In his 2014 State of the Union address, President Obama discussed the fact that women workers are paid far less than their male colleagues: “That is wrong. And in 2014, it’s an embarrassment. Women deserve equal pay for equal work!”
Some commentators have criticized President Obama’s statement, arguing that the gender pay gap doesn’t account for occupational choices or differences in hours worked. Consider the critique about occupational choices: if women choose to work in low-paying occupations, a substantial gender pay gap can exist even if women are paid the same as men in every occupation. If this is true, we can’t honestly argue that women are being treated worse than men.
This argument can be disproved by a closer look at the data. Earlier this year, the Census Bureau published an extensive dataset which gives the 2013 median annual earnings of full-time, year-round workers by occupation. Moreover, the data is available not only by occupation but by “Detailed Occupation”—for instance, under the more general occupational title “Installation, Maintenance, and Repair Occupations,” we see a list of 36 sub-occupations such as “Avionics technicians,” “Control and valve installers and repairers,” “Radio and telecommunications equipment installers and repairers,” etc. Because the data give such detailed breakdowns, we are allowed to isolate the effect of occupation on the gender pay gap; and because the data are for “full-time, year-round workers,” it already controls for hours worked to a substantial degree.
If men and women received equal pay for equal work, we’d expect the data to show that the two groups are paid equally within each occupation. And insofar as any pay discrepancies did exist, we’d expect that the distribution of such discrepancies would be fairly equal—that is, if men were paid substantially more than women in ten occupations, we’d expect that women would be paid substantially more than men in ten occupations as well. However, this isn’t what we see in the Census data. The Bureau has data on 525 occupations. Of these occupations, 214 have such low employment that we can’t reliably estimate the occupation’s gender earnings gap. That leaves us with 311 occupations. And of those 311, women make more than men in only nine. As the reader can see below, this means that men make more than women in 97.1 percent of all occupations:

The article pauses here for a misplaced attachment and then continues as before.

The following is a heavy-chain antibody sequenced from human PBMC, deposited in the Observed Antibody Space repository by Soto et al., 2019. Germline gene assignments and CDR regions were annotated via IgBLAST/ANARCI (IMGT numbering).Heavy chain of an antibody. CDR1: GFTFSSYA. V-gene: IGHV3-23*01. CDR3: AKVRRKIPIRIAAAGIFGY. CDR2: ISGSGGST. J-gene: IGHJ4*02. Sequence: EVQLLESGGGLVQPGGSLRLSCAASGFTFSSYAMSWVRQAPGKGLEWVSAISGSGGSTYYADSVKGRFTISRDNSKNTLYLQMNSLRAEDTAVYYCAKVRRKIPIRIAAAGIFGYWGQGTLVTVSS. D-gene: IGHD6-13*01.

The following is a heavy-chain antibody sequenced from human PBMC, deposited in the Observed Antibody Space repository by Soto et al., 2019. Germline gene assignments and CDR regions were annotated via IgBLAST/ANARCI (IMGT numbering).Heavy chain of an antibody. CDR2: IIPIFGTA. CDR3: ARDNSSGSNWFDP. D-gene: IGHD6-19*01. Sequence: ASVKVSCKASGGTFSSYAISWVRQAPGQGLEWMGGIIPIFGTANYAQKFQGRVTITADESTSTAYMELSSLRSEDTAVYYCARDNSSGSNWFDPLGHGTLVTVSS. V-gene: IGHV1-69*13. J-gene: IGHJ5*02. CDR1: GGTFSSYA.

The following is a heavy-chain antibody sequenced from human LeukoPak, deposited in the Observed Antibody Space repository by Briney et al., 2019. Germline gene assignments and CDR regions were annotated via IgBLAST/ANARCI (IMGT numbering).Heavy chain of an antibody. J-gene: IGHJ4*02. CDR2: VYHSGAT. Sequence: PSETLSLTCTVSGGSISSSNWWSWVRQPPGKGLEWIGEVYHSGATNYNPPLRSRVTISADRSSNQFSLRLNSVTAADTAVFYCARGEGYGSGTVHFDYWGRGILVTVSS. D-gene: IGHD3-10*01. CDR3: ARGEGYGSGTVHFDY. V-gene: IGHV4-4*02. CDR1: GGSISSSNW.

Furthermore, in the few occupations in which women do make more, they often don’t make substantially more. In two of the nine occupations in which women make more, they earn 0.17 percent more than men; in another occupation, they earn 0.47 percent more. By contrast, in about 90 percent of all occupations, women make at least 5 percent less than men.
Nonetheless, it may be worth honing in on the definition of “full-time, year-round worker.” The Census Bureau’s definition of this term is “A person who worked full time (35 or more hours per week) and year round (50 or more weeks) during the previous calendar year or in the past twelve months.” This definition leaves a bit of wiggle room in terms of hours worked. For example, if a woman were to work 35 hours a week and a man were to work 50 hours a week, we’d expect the full-time male worker to receive greater weekly earnings than the full-time female worker even if they were paid the same hourly wage.
Fortunately, the Bureau of Labor Statistics has data on the weekly hours of both male and female full-time workers.* In 2013, full-time women worked an average of 41.0 hours per week; full-time men worked an average of 43.7 hours. If this discrepancy holds across occupations (we don’t have data on hours that correspond to the occupations given by the Census), then even in the case of equal hourly pay, we’d expect women to earn 93.8 percent of what men earn.
Yet even if we apply this adjustment for hours worked, it turns out that men make more than women in the vast majority of occupations. Overall, women earn at least 93.8 percent of what men earn in just 35 out of 311 occupations (11.3 percent).
So the idea that women are paid less than men because of occupational choices is clearly wrong. When you look inside various occupations themselves, it turns out that women doing equal work receive less than equal pay.
*The BLS and the Census Bureau have the same definition for “full-time worker,” so we need not worry about conflating incompatible datasets.